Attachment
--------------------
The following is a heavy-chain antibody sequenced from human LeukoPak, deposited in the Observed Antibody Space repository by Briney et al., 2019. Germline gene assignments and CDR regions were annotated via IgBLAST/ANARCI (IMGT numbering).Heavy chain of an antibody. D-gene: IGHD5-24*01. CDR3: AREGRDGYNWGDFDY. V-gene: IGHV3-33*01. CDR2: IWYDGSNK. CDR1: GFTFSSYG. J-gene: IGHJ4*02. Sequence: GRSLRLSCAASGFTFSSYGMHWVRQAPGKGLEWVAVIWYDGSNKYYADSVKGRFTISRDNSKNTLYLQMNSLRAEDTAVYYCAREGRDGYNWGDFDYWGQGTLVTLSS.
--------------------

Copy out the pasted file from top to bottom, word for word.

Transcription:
The following is a heavy-chain antibody sequenced from human LeukoPak, deposited in the Observed Antibody Space repository by Briney et al., 2019. Germline gene assignments and CDR regions were annotated via IgBLAST/ANARCI (IMGT numbering).Heavy chain of an antibody. D-gene: IGHD5-24*01. CDR3: AREGRDGYNWGDFDY. V-gene: IGHV3-33*01. CDR2: IWYDGSNK. CDR1: GFTFSSYG. J-gene: IGHJ4*02. Sequence: GRSLRLSCAASGFTFSSYGMHWVRQAPGKGLEWVAVIWYDGSNKYYADSVKGRFTISRDNSKNTLYLQMNSLRAEDTAVYYCAREGRDGYNWGDFDYWGQGTLVTLSS.